During the Gilded Age, American interest in the Holy Land surged to an obsessional height that scholars call “Holy Land Mania.” The term “Holy Land” referred to the Ottoman provinces of the eastern Mediterranean, including Palestine, and parts of present-day Lebanon and Syria (then together called Syria). In practice, Americans used the expression more expansively, as I do here, to note any part of the Middle East associated with the Bible, including areas in today’s Egypt, Turkey, and Iraq. From the late 1860s to 1900, American visitors to the Holy Land outnumbered all other globetrotters. The Holy Land became a popular destination for artists, writers, tourists, colonists, pilgrims, missionaries, scientists, and scholars. The reasons for this explosion of interest were complex. The political involvement of European powers in the Middle East piqued the fascination of Americans with the region’s diverse landscapes and cultures, including its various populations of Christians, Muslims, and Jews. Archaeological expeditions raised the scientific significance of the area, and at the same time new challenges to religious dogma such as Darwinism drove Americans to scour the Holy Land for biblical testimony as a means of affirming the grounds for belief. As Americans strove to unify the nation after the Civil War, many more viewed the Holy Land—specifically, Palestine—as the “maternal” origin for a shared national culture rooted in the Christian faith.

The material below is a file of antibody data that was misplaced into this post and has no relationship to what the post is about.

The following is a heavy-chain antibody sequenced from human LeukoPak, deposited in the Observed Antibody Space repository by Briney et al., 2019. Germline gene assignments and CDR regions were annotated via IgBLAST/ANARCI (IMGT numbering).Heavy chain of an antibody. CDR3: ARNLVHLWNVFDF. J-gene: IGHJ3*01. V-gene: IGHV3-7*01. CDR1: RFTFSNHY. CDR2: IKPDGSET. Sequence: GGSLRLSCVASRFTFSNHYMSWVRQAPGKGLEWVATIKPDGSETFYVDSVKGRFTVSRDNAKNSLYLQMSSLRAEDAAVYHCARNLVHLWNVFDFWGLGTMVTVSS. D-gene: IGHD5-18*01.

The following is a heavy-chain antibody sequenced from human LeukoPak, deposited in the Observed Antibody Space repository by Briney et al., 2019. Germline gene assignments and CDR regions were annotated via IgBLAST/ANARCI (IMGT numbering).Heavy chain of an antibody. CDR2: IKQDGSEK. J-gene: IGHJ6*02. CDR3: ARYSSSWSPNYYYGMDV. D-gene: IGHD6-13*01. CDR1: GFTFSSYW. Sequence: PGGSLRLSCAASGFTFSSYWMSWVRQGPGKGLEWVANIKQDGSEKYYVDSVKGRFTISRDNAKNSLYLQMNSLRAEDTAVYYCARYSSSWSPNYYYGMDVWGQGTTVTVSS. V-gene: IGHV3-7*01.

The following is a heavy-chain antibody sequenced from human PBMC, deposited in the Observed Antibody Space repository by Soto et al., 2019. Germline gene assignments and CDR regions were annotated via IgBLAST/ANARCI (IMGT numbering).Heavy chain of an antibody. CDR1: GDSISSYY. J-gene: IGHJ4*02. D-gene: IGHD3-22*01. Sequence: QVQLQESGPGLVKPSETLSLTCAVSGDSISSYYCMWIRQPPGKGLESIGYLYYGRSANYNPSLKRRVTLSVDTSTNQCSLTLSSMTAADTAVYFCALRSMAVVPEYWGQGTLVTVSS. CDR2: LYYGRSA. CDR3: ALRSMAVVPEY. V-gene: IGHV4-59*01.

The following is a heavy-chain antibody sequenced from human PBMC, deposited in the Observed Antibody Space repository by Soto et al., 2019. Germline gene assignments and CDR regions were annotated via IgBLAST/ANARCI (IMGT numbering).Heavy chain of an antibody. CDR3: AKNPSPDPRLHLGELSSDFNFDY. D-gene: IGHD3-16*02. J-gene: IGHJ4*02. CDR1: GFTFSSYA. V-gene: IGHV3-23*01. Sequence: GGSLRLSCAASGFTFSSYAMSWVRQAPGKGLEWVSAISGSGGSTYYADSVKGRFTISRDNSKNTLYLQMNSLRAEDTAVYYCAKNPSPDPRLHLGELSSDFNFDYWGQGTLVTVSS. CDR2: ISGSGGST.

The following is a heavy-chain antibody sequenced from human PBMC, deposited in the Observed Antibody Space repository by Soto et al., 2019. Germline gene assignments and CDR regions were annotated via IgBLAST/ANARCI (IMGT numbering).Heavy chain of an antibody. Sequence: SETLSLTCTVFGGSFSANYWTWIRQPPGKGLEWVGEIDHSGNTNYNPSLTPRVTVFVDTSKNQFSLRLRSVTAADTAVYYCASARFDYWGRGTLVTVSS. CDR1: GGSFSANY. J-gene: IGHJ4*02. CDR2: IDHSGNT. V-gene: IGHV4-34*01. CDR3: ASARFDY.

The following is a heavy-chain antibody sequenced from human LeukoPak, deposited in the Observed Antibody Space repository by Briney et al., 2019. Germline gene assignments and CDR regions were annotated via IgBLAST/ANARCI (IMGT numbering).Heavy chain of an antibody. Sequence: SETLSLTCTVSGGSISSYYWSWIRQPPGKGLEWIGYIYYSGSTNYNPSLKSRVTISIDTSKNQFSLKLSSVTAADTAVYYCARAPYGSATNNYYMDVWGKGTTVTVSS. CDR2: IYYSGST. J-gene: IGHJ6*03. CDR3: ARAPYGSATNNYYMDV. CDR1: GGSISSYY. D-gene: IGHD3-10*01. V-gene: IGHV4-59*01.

Palestine was an especially powerful symbol of national identity: Americans had long thought of themselves as God’s chosen people, or members of a favored nation akin to the biblical Israelites. This covenantal connection grew as travelers experienced the East, and it offered a sacred rationale for US conquest and domination of other lands. The imaginary bond between America and the “Promised Land” enabled late nineteenth-century thinkers to frame US imperial expansion as the fulfillment of the nation’s sacred purpose. Imperialism also pervaded American depictions of the Holy Land: America’s connection to Palestine was so deeply felt, and so many travelers had imposed themselves on its sacred geography, that some claimed the sacred terrain as American “territory.” Protestant Americans believed that they were ordained to reconquer Palestine through peaceful means, such as culture and philanthropy, despite the peripheral involvement of the US in the power struggle among European nations for control of the declining Ottoman empire.
The biblical fixations of Americans were entangled with Orientalist stereotypes. Whereas Americans saw themselves as modern and innovative, they often characterized the peoples of Palestine as unchanged relics of the biblical past. The greater Islamic world was depicted as opulent, erotic, and languorous, populated by picturesquely lounging Arabs and seductive harem women. Such stereotypes blinded Americans to the complex social, political, and religious conditions of the region.
Adolf Schreyer (German, 1828–1899), detail of Arab Warriors, c. 1870s. Oil on canvas, 18 3/4 x 32 7/8 in. Mildred Lane Kemper Art Museum, Washington University in St. Louis. Bequest of Charles Parsons, 1905.